Inflation Rate Forecast for May

Just like other parts of the world, the United States is also struggling with increasing inflation rates. This increase in inflation rates forces governments to aggressively raise interest rates, which has consequences for many industries as well as consumers.

Although the interest rate increase in the United States is much better than in other countries, its consequences have started to be felt in the US economy, and we have also begun to see its effect on the purchasing power parities. As you all might already know, the main reasons for the increase in inflation rates all around the world are the pandemic and the problems in supply chain systems.

Although the United States doesn’t actively participate in the Russian war in Ukraine, it also has indirect effects on the US economy too.

Inflation Rates Will Ease in May

The Federal Reserve of the United States is optimistic about the ease in interest rates in May. However, economists believe that the increased prices will not go down although the inflation rate will start to back down.

In April, 428,000 new jobs were added, which is a great indicator that the economy is getting better every passing day. Moreover, it is believed that the United States will not fully recover from the effects of the pandemic until mid-July. This means that most people who lost their jobs during the pandemic will be able to find new jobs to support themselves.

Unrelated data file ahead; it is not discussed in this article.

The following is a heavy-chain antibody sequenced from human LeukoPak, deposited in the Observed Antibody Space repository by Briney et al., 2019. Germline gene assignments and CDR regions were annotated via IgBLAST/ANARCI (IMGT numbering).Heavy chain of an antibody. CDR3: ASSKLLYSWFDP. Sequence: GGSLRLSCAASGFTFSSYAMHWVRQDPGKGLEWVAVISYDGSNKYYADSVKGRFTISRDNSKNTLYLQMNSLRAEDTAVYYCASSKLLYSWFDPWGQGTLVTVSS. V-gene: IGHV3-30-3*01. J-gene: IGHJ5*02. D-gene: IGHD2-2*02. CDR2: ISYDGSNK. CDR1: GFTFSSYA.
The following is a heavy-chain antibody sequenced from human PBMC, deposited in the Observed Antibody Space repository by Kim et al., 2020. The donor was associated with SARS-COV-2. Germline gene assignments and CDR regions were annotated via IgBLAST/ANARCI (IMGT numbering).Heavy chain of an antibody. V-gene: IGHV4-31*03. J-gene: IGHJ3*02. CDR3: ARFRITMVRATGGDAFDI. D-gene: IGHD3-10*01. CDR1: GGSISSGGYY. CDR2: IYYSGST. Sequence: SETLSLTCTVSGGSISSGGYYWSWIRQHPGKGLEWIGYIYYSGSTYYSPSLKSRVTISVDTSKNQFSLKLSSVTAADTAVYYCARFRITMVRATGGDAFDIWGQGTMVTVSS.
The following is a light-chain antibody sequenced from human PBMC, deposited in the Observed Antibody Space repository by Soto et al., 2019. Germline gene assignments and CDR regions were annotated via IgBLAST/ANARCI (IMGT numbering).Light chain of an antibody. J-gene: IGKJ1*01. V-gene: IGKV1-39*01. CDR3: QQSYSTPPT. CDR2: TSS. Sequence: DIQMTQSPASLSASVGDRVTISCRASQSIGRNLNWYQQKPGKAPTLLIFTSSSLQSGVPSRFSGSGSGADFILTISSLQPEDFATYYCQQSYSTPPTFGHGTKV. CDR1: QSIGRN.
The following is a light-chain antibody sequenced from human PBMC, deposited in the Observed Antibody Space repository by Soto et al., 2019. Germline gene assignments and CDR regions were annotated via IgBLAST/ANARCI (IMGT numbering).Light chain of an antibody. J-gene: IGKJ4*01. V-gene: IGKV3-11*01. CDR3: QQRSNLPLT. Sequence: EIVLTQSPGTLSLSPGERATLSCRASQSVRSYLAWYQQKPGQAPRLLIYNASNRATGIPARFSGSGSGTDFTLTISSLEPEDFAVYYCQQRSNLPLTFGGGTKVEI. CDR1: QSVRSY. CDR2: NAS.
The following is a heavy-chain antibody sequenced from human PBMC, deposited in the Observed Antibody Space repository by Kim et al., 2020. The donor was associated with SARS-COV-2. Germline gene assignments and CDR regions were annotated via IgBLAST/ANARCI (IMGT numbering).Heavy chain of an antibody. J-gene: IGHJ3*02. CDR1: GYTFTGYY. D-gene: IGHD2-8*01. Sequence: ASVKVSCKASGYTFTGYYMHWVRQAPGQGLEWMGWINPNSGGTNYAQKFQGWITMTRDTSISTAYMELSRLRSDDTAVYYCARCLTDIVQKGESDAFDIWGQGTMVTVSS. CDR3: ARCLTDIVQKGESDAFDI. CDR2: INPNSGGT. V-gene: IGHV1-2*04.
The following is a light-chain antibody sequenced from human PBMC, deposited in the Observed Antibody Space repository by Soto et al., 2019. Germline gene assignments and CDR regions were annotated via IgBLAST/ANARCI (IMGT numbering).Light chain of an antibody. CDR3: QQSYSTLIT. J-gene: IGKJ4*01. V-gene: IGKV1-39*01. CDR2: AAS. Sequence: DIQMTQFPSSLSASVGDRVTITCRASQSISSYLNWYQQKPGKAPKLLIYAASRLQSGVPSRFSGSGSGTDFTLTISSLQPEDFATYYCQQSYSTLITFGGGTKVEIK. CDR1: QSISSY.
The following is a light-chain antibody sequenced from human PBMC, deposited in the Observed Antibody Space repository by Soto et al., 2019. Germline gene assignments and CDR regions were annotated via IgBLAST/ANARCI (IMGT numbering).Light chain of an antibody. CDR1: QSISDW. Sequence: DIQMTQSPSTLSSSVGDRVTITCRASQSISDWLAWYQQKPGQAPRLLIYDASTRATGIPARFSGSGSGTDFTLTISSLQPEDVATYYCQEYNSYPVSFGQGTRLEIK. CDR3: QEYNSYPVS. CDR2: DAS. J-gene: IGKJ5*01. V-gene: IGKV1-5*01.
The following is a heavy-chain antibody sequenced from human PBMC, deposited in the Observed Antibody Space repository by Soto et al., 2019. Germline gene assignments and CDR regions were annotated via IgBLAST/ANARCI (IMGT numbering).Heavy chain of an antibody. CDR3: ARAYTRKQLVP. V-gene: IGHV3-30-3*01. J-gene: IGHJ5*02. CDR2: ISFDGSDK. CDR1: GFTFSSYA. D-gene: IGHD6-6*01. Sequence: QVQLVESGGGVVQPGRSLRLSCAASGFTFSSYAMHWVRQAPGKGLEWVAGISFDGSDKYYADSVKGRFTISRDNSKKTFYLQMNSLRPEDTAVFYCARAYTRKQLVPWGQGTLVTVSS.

Service sectors such as entertainment, retail, restaurants, and hotels are looking for new employees already with the ease of pandemic restrictions.

May’s Inflation Rate is Expected to Be Around 7.50%

Economists are highly optimistic that the inflation rate will be around 7.00 until the end of this quarter. Their forecast for the May inflation rate is around 7.50. However, some experts also claim that this is a too optimistic forecast, and the inflation rate cannot be under 8.00 until the end of May. On the other hand, they state that the inflation rate may be under 7.00 only at the end of this year.

Of course, such forecasts are based on improvements in the supply chain. Although none of the countries actively take part in the Russian war in Ukraine, a major event like this has indirect effects on many areas. We can see this indirect effect on the economies of countries. The uncertainty in the war still remains one of the biggest risks to inflation rates both in Europe and the US.

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